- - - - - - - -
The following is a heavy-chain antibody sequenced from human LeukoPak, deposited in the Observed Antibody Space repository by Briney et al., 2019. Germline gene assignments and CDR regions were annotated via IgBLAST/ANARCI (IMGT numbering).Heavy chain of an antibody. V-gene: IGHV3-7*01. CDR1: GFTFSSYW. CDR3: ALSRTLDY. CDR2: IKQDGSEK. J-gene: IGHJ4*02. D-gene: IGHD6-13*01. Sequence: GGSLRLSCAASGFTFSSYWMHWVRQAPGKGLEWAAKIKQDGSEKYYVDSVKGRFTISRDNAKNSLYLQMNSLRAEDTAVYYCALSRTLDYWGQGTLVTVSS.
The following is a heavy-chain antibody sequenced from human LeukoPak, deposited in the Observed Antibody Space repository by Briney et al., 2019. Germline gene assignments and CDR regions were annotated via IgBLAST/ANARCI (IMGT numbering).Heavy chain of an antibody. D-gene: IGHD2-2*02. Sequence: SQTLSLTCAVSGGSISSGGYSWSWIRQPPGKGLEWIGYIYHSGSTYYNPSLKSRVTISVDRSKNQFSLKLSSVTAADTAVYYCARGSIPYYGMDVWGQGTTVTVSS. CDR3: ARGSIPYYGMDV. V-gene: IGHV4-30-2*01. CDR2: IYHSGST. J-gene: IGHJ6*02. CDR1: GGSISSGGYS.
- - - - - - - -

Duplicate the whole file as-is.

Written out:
The following is a heavy-chain antibody sequenced from human LeukoPak, deposited in the Observed Antibody Space repository by Briney et al., 2019. Germline gene assignments and CDR regions were annotated via IgBLAST/ANARCI (IMGT numbering).Heavy chain of an antibody. V-gene: IGHV3-7*01. CDR1: GFTFSSYW. CDR3: ALSRTLDY. CDR2: IKQDGSEK. J-gene: IGHJ4*02. D-gene: IGHD6-13*01. Sequence: GGSLRLSCAASGFTFSSYWMHWVRQAPGKGLEWAAKIKQDGSEKYYVDSVKGRFTISRDNAKNSLYLQMNSLRAEDTAVYYCALSRTLDYWGQGTLVTVSS.
The following is a heavy-chain antibody sequenced from human LeukoPak, deposited in the Observed Antibody Space repository by Briney et al., 2019. Germline gene assignments and CDR regions were annotated via IgBLAST/ANARCI (IMGT numbering).Heavy chain of an antibody. D-gene: IGHD2-2*02. Sequence: SQTLSLTCAVSGGSISSGGYSWSWIRQPPGKGLEWIGYIYHSGSTYYNPSLKSRVTISVDRSKNQFSLKLSSVTAADTAVYYCARGSIPYYGMDVWGQGTTVTVSS. CDR3: ARGSIPYYGMDV. V-gene: IGHV4-30-2*01. CDR2: IYHSGST. J-gene: IGHJ6*02. CDR1: GGSISSGGYS.